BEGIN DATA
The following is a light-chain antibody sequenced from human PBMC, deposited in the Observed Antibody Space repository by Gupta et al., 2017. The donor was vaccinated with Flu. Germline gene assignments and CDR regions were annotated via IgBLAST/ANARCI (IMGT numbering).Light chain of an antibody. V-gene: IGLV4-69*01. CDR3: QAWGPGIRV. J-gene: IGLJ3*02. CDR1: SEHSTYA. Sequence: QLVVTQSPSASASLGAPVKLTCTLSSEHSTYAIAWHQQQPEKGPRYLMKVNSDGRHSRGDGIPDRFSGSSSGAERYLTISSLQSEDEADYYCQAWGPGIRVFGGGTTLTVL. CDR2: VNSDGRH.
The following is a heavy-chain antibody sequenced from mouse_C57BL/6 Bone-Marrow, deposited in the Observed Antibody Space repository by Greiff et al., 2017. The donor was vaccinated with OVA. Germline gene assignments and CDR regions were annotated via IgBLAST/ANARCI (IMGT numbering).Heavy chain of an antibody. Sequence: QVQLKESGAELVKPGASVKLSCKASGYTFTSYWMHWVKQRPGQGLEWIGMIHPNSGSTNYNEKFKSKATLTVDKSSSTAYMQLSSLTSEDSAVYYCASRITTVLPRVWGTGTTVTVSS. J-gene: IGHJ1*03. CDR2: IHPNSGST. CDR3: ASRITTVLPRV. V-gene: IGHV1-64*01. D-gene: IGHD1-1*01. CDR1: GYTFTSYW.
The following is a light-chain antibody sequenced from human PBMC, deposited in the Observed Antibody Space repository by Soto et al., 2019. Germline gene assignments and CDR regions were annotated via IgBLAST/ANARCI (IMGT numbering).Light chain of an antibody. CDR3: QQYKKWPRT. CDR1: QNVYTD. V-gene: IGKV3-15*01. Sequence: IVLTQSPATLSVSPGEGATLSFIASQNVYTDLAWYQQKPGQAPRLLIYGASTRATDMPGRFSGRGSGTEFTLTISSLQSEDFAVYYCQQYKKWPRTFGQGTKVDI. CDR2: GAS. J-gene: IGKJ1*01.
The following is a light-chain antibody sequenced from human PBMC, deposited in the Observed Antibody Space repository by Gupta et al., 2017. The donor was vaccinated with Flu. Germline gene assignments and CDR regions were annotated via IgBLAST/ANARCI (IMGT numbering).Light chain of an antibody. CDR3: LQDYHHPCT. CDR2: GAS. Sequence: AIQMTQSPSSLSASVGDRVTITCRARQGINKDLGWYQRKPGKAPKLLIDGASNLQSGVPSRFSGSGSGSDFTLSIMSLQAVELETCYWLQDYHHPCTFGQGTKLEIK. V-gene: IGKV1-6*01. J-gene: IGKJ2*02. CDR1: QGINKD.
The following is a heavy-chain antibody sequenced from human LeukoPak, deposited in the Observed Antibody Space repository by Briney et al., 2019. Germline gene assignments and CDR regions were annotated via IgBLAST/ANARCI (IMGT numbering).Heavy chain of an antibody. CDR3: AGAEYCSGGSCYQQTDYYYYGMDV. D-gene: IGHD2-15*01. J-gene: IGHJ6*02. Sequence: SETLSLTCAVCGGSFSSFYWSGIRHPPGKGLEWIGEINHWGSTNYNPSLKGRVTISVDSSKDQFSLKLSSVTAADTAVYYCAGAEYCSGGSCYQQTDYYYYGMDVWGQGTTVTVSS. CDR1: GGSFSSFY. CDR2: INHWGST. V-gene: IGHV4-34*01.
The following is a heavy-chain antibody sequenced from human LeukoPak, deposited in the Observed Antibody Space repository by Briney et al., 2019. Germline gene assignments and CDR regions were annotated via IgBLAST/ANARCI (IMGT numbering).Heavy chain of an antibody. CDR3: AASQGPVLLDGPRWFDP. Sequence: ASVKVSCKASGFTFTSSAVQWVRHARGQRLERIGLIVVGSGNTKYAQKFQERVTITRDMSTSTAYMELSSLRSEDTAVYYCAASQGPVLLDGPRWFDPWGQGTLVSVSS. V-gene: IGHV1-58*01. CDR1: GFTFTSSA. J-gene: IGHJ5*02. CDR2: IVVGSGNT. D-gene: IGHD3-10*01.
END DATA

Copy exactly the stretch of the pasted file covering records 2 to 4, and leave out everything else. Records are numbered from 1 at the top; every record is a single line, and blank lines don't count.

The following is a heavy-chain antibody sequenced from mouse_C57BL/6 Bone-Marrow, deposited in the Observed Antibody Space repository by Greiff et al., 2017. The donor was vaccinated with OVA. Germline gene assignments and CDR regions were annotated via IgBLAST/ANARCI (IMGT numbering).Heavy chain of an antibody. Sequence: QVQLKESGAELVKPGASVKLSCKASGYTFTSYWMHWVKQRPGQGLEWIGMIHPNSGSTNYNEKFKSKATLTVDKSSSTAYMQLSSLTSEDSAVYYCASRITTVLPRVWGTGTTVTVSS. J-gene: IGHJ1*03. CDR2: IHPNSGST. CDR3: ASRITTVLPRV. V-gene: IGHV1-64*01. D-gene: IGHD1-1*01. CDR1: GYTFTSYW.
The following is a light-chain antibody sequenced from human PBMC, deposited in the Observed Antibody Space repository by Soto et al., 2019. Germline gene assignments and CDR regions were annotated via IgBLAST/ANARCI (IMGT numbering).Light chain of an antibody. CDR3: QQYKKWPRT. CDR1: QNVYTD. V-gene: IGKV3-15*01. Sequence: IVLTQSPATLSVSPGEGATLSFIASQNVYTDLAWYQQKPGQAPRLLIYGASTRATDMPGRFSGRGSGTEFTLTISSLQSEDFAVYYCQQYKKWPRTFGQGTKVDI. CDR2: GAS. J-gene: IGKJ1*01.
The following is a light-chain antibody sequenced from human PBMC, deposited in the Observed Antibody Space repository by Gupta et al., 2017. The donor was vaccinated with Flu. Germline gene assignments and CDR regions were annotated via IgBLAST/ANARCI (IMGT numbering).Light chain of an antibody. CDR3: LQDYHHPCT. CDR2: GAS. Sequence: AIQMTQSPSSLSASVGDRVTITCRARQGINKDLGWYQRKPGKAPKLLIDGASNLQSGVPSRFSGSGSGSDFTLSIMSLQAVELETCYWLQDYHHPCTFGQGTKLEIK. V-gene: IGKV1-6*01. J-gene: IGKJ2*02. CDR1: QGINKD.